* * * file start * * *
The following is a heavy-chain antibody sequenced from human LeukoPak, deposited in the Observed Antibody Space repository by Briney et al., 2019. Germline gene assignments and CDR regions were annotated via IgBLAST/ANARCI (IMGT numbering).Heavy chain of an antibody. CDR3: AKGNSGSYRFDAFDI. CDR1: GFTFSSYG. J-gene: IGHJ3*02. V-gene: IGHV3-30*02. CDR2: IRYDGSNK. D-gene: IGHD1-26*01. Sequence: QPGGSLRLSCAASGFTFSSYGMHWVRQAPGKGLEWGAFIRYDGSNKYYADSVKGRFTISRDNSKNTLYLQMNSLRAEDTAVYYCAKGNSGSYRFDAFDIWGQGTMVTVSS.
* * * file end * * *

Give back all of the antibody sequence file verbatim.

The following is a heavy-chain antibody sequenced from human LeukoPak, deposited in the Observed Antibody Space repository by Briney et al., 2019. Germline gene assignments and CDR regions were annotated via IgBLAST/ANARCI (IMGT numbering).Heavy chain of an antibody. CDR3: AKGNSGSYRFDAFDI. CDR1: GFTFSSYG. J-gene: IGHJ3*02. V-gene: IGHV3-30*02. CDR2: IRYDGSNK. D-gene: IGHD1-26*01. Sequence: QPGGSLRLSCAASGFTFSSYGMHWVRQAPGKGLEWGAFIRYDGSNKYYADSVKGRFTISRDNSKNTLYLQMNSLRAEDTAVYYCAKGNSGSYRFDAFDIWGQGTMVTVSS.